EERE Network News
May 11, 2005
News and Events
DOE is contributing $1.88 million to five research and development projects that aim to reduce energy use and lower costs in mining operations. Universities in Arizona, Kentucky, Missouri, and West Virginia are leading the five projects.
New laws in Washington State will pay incentives for producing power from renewable energy, create tax credits for solar power companies, set energy efficiency standards for 12 products, provide a sales tax exemption for alt-fuel vehicles, and set greenhouse gas limits on vehicles.
Montana has adopted a law requiring its public utilities to draw on renewable energy for 15 percent of their power by 2015. The law also requires 150 megawatts of renewable energy to be customer-sited. A separate law will require nearly all gasoline in the state to be blended with ethanol.
Ormat Technologies, Inc. is building a new 10-megawatt geothermal power plant at its Heber complex in California's Imperial Valley and will also upgrade the existing plants there. The company has also signed a new power purchase agreement for its geothermal projects in California.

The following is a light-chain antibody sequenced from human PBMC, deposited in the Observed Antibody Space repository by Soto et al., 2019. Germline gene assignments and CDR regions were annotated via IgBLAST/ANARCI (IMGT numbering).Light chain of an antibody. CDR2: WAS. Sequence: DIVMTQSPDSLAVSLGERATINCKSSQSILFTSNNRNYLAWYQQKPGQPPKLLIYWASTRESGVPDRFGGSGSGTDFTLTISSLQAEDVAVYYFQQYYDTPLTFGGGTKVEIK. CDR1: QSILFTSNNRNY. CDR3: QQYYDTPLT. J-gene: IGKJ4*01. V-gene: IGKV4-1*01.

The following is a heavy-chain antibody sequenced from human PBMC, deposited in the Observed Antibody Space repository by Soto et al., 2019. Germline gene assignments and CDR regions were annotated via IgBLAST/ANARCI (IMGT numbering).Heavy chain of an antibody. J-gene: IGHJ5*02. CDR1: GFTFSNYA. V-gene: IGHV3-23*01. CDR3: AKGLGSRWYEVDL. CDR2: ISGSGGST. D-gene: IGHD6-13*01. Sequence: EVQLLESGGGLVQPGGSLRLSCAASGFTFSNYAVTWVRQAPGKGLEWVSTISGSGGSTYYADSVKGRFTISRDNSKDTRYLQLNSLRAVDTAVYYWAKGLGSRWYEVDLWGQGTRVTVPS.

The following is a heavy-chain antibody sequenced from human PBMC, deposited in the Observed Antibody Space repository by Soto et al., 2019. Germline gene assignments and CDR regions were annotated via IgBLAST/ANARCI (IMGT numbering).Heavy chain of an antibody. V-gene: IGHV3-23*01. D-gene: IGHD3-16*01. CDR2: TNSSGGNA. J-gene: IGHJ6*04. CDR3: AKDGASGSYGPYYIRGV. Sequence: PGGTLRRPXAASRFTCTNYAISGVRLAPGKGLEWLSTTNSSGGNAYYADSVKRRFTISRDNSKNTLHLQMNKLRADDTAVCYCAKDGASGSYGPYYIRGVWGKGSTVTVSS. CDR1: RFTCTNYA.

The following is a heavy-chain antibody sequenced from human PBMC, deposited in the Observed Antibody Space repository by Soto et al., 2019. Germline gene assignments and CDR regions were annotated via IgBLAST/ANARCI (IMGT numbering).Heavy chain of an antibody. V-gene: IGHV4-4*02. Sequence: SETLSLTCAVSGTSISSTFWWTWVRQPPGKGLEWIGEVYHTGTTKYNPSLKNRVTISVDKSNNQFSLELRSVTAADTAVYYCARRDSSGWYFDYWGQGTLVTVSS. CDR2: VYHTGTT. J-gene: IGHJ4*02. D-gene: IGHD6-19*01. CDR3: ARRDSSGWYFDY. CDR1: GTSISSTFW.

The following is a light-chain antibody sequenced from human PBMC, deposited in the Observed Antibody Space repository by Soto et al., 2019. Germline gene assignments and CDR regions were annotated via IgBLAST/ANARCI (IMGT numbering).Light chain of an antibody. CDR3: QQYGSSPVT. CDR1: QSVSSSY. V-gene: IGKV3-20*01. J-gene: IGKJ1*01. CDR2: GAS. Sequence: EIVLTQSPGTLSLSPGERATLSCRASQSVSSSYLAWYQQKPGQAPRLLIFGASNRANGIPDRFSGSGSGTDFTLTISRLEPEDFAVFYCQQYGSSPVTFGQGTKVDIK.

The race is on to build the first large wind power plant in Idaho. Invenergy, LLC is preparing to build Idaho's largest wind plant, a 64.5-megawatt project, but a 10.5-megawatt facility may be completed first. Wind projects are also underway in California, Nebraska, New York, and Oklahoma.
The U.S. Environmental Protection Agency (EPA) announced on May 5th that 10 corporations in its Climate Leaders program have set goals for reducing their greenhouse gas emissions. Many of the companies are using renewable energy and energy efficiency to cut their emissions.
A new study co-authored by DOE's Pacific Northwest National Laboratory (PNNL) indicates that the amount of sunlight reaching the Earth has increased about 4 percent in the last 10 years. While the news could be good for solar energy production, PNNL says the trend could hasten global warming.